Page images

Shall William dub his better end *?
Or Marlb'rough serve him like a friend?
No, none of these -heav'n spare his life!
But send him, honest Job, thy wife.

Dr Swift to Mr Pope, while he was

writing the DUNCIAD. pope has the talent well to speak,

But not to reach the ear ;
His loudest voice is low and weak,

The Dean too deaf to hear.

[ocr errors]

A while they on each other look,

Then diff'rent studies chuse; The Dean fits plodding on a book,

Pope walks, and courts the muse.

Now backs of letters, tho' defign'd

For those who more will need 'em, Are fill'd with hints, and interlin'd,

Himself can hardly read 'em.


Each atom by some other struck,

All turns and motions tries : Till in a lump together ftuck, Behold a poem

rise :
Yet to the Dean his share allot ;

He claims it by a canon ;
That without which a thing is not,

Is causa fine qua non.



Thus, Pope t, in vain you boast your wit;

For, had our deaf divine

* Kick him on the breech, not knight him on the shoulder.

+ A polite turn is given to this incident by Mr. Pope, in his letter to Dr Sheridan, in vol, iv, let, 127. p. 200.

[blocks in formation]

An epistle from a dog at Twickenham to a:

dog at court. T thee

, sweet fop, these lines I send,
Who, tho' no spaniel, am a friend.
Tho' once my tail in wanton play
Now frisking this and then that way,
Chanc'd with a touch of just the tip

To hurt your lady-lap dog-ship :
Yet thence to think I'd bite your head off!
Sure Bounce is one you never read of.

Fop! you can dance, and make a leg, Can fetch and carry, cringe and beg,

10 And (what's the top of all your tricks) Can stoop to pick up strings and sticks. We country-dogs love nobler sport, And scorn the pranks of dogs at court. Fie, naughty Fop ! where e'er you come, 15 To fart and piss aboat the room, To lay your head in ev'ry lap, And, when they think not of you-snap! The worst that envy or that spite E'er faid of me, is, I can bite ;

20 That idle gypsies, rogues in rags, Who poke at me, can make no brags ; And that to towze such things as flutter, To honeft Bounce is bread and butter.



While you, and ev'ry courtly fop,
Fawn on the devil for a chop,
I've the humanity to hate
A butcher, tho' he brings me meat ;
And, let me tell you, have a nose,
(Whatever stinking fops fuppose),
That, under cloth of gold or tissue,
Can smell a plaister, or an iffue.

Your pilf’ring lord with simple pride
May wear a pick-lock at his fide ;
My master wants no key of state,
For Bounce can keep his house and gate.


When all fuch dogs have had their days,
As knavish Pams, and fawning Trays ;
When pamper'd Cupids, beastly Venis,
And motly, squinting Harlequinis *,
Shall lick no more their ladies br.
But die of loofenefs, claps, or itch ;
Fair Thames from either echoing more
Shall hear and dread my manly roar.

See Bounce, like Berecynthia, crown'd
With thund'ring offspring all around ;
Beneath, beside me, and at top,
A bundred sons, and not one fop!

Berore my children set your beef,
Not one true Bounce will be a thief ;
Not one without permission feed,
(Tho' some of J--n's hungry breed):
But whatfoe'er the father's race,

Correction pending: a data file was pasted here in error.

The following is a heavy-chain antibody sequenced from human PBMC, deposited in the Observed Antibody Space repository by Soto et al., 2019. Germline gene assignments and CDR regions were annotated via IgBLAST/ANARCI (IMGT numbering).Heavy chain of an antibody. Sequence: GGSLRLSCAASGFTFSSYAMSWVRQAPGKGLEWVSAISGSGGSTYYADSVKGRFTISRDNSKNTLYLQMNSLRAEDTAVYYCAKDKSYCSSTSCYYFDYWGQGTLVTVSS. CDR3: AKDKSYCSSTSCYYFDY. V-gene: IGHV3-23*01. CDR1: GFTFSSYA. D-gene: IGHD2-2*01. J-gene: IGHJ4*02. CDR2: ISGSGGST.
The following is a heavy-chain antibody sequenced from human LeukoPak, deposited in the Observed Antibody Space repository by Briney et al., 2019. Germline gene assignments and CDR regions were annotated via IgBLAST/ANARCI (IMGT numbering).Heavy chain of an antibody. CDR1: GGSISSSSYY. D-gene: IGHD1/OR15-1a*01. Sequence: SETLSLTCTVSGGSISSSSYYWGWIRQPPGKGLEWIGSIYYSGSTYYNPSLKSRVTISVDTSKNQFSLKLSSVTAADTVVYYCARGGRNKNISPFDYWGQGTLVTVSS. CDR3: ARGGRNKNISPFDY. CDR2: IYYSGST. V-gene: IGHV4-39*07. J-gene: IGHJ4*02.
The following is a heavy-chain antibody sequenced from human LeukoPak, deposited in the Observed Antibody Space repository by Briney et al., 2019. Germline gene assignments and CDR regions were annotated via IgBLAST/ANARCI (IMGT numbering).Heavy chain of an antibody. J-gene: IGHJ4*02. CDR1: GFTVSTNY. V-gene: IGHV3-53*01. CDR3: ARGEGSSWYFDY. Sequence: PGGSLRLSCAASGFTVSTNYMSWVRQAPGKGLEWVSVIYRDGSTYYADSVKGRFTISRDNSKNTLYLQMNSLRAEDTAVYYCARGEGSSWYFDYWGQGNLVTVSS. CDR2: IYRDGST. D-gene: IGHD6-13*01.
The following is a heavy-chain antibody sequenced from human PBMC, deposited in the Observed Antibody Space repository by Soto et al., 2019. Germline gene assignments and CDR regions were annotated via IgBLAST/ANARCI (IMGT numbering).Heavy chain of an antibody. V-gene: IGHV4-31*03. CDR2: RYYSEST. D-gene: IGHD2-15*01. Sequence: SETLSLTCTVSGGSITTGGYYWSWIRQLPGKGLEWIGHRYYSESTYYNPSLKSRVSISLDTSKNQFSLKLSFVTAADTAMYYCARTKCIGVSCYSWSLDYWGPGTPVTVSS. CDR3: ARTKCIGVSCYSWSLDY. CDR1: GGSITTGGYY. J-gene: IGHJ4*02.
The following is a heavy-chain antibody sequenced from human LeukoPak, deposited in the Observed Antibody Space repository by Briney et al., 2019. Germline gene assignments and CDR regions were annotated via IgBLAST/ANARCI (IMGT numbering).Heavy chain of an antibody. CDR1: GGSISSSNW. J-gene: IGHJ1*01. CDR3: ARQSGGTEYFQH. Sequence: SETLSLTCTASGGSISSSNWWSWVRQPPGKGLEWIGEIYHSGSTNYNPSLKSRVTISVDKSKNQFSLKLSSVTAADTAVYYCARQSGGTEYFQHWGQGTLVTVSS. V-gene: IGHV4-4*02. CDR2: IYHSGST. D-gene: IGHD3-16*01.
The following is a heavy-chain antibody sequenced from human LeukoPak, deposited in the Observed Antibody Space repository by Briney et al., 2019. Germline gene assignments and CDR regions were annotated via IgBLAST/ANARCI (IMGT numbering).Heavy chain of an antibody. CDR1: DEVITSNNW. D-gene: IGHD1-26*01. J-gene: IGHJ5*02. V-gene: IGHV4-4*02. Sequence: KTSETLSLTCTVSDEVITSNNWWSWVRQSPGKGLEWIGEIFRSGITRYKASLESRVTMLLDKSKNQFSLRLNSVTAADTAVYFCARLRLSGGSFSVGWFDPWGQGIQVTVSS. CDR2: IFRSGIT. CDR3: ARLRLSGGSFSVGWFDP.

From me they fuc

your fine whelps learn all to steal, Bred up by hand on chick and veal.

[ocr errors]

a little grace :


Alii legunt Harveqalmis.

[ocr errors]




My eldei bora refides nor fai,
Where thines great Stratford's glitering far:
My second (child of fortune!) wais
At Burlington's Palladian gates :

A third majestically stalks
(Happieft of dogs !) in Cobham's walks:
One others friends to Bathurit's door ;
One fawns at Oxfori's on the poor.

Nobles whom arms or arts adorn,
Wait for my infants yet unborn.
None but a peer of wit and grace
Cân hope a puppy of my race.

And O! would fate the bliss decree
To mine (a bliss too great for me !)
That two my tallest sons might grace,
Attending each with stately pace,
lülus' side, as erit Evander's t,
To keep off flatt'rers, spies, and panders,
To let no noble ilave come near,

And scarce Lord Fannys from his ear :
Then might a royal youth, and true,
Enjoy at least a friend ---- or two ;
A treasure which of royal kind
Few but himself deserve to find.

Then Bounce ('tis all that Bounce can crave)
Shail wag her tail within the grave.
* On the Countess of BURLINGTON

cutting PAPER.
PALLAS grew vap'rish once and odd ;

She would not do the least right thing,
Either for goddess or for god,

Nor work, nor play, nor paint, nor fog.


# Virg. An. ,



Jove frown’d, and " Use” (he cry'd) “ those eyes

“ So skilful, and those hands fo taper ; “Do something exquisite and wise"

She bow'd, obey'd him, and cut paper. This vexing him who gave her birth,

Thought by all heav'n a burning shame, What does she next, but bids on earth

Her Burlington do just the same?


Pallas, you give yourself strange airs ;

But sure you'll find it hard to spoil The sense and taste of one that bears.

The name of Savile and of Boyle.

[ocr errors]

Alas! one bad example shown,

How quickly all the sex pursue !
See, Madam! see, the arts o'erthrown

Between John Overton and you.


* On a certain LADY at court.


Know the thing that's most uncommon,

(Envy, be filent, and attend!) I know a reasonable woman,

Handsome and witty, yet a friend.


Not warp'd by passion, aw'd by rumour !

Not grave thro' pride, or gay thro' folly ; An equal mixture of good humour,

And fenfible soft melancholy.
· Has the no faults then,” (Envy fays) " Sir!"

Yes, she has one, I must aver :
When all the world conspires to praise her,

The woman's deaf, and does not hear.



« PreviousContinue »